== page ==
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  • Writer's pictureJared Davies, Lawyer

Examining whether family court has the power to imprison a party


Can an Ontario family court judge order for the imprisonment of a party? The short answer is found in section 31(5) of the Family Law Rules: the court may order the person be imprisoned for any period and on any condition that are just, if they are found in contempt of court. However, an order for imprisonment happens extremely infrequently.

Section 31(5), as outlined above, is qualified by section 31(7) of the Rules, which states that the period of imprisonment and the amount of a fine may not be greater than the relevant Act allow. All relevant Acts, including the Family Law Act and Children’s Law Reform Act, have a term not exceeding ninety days.

Further, imprisonment is normally conditional upon default in the performance of a condition. In other words, the party is usually given the opportunity to absolve themselves by fulfilling some order of the court.

Rationale and operation of the law

As Brown v Walowski, 2013 ONCJ 473 puts it, [w]hereas the purpose of the sanction for criminal contempt is primarily to penalize the offender, the sanction for civil contempt is primarily remedial to attempt to gain compliance with orders of the Court. In other words, punishments such as imprisonment are used to compel a party to follow the rules. An example of this is found in Heath v Heath, [2006] OJ No. 2337.

In Heath, the court ordered, the applicant shall return to the respondent the items set out in accordance with the list of contents marked Schedule A and attached hereto which she removed from the matrimonial home on Sunday, February 19, 2006, no later than 5:00 p.m. on May 2, 2006 in the same condition as she removed them, at her own expense, failing which she will be arrested and imprisoned without notice. Needless to say, this creates strong motivation for a party to follow the court’s orders. As stated, parties are generally given the opportunity to absolve themselves, such as the case in Dephoure v Dephoure, 2011 ONSC 4645.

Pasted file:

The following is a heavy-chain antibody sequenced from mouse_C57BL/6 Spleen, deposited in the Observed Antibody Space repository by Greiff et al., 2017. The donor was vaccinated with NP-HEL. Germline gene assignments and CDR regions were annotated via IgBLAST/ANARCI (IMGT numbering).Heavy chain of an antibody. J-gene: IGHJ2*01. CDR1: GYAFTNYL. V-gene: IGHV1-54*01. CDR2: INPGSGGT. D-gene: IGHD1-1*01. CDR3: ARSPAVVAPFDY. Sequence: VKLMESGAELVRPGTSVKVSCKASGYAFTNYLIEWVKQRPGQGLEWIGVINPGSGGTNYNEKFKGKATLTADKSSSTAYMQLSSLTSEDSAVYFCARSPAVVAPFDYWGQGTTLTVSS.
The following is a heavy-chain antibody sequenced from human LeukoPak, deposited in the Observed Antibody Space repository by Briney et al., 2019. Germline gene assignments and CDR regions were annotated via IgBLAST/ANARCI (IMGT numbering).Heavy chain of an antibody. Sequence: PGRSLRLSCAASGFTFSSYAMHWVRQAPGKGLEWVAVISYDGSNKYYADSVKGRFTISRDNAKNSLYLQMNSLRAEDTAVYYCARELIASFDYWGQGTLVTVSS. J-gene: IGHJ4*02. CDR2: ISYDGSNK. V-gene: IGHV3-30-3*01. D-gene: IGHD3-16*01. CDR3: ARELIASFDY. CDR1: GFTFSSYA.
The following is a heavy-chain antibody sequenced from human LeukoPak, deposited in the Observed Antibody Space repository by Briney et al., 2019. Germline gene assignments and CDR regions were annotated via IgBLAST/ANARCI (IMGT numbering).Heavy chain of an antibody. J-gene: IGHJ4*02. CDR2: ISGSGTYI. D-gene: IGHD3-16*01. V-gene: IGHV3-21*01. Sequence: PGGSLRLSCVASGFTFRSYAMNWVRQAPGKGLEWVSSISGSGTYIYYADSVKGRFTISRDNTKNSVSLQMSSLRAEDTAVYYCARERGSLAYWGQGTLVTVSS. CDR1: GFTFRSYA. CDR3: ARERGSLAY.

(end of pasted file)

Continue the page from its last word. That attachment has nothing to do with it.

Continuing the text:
In Dephoure, the court stated: Having found an individual in contempt of court, the court should give the individual an opportunity to purge that contempt. This supports the contention that imprisonment is generally for the purpose of compelling the party to follow court orders. But as Carr-Carey v Carey, 2014 ONSC 5441 reaffirms, imprisonment should be an absolute last resort.

There have been several cases where imprisonment would have been appropriate according to the court, but that it would not have been in the best interests of the child to order such punishment (Starzycka v Wronski, 2005 ONCJ 329). And the court in Amid v Houdi, 2016 ONSC 2849 highlights an important consideration:

Both sections 31(1) and 26(4) of the Family Law Rules confirm that a payment order cannot be enforced by a contempt order…In Dickie v. Dickie, the Court of Appeal explained that the purpose of section 31(1) of the Family Law Rules, like rule 60.11 of the Rules of Civil Procedure, is "to ensure that people are not imprisoned because they have not satisfied monetary obligations" per Juriansz J.A. at paragraph 53. "We no longer imprison people for their failure to pay a civil debt" per Laskin J.A. at paragraph 103.

This consideration is written directly in section 31(1) of the Family Law Act. You are not going to prison for a debt. After all, there are other mechanisms to obtain relief. And it would seem rather barbaric if the court was imprisoning people who simply could not afford to pay off the debt in question.

The Standard

Brown also provides insight into the standard of proof required to find contempt of court: [t]he form of contempt addressed by Rule 31 is civil rather than criminal, notwithstanding that imprisonment is one of the possible remedies…In order to make a finding that a party is in contempt, the court must be satisfied of the following 3 factors: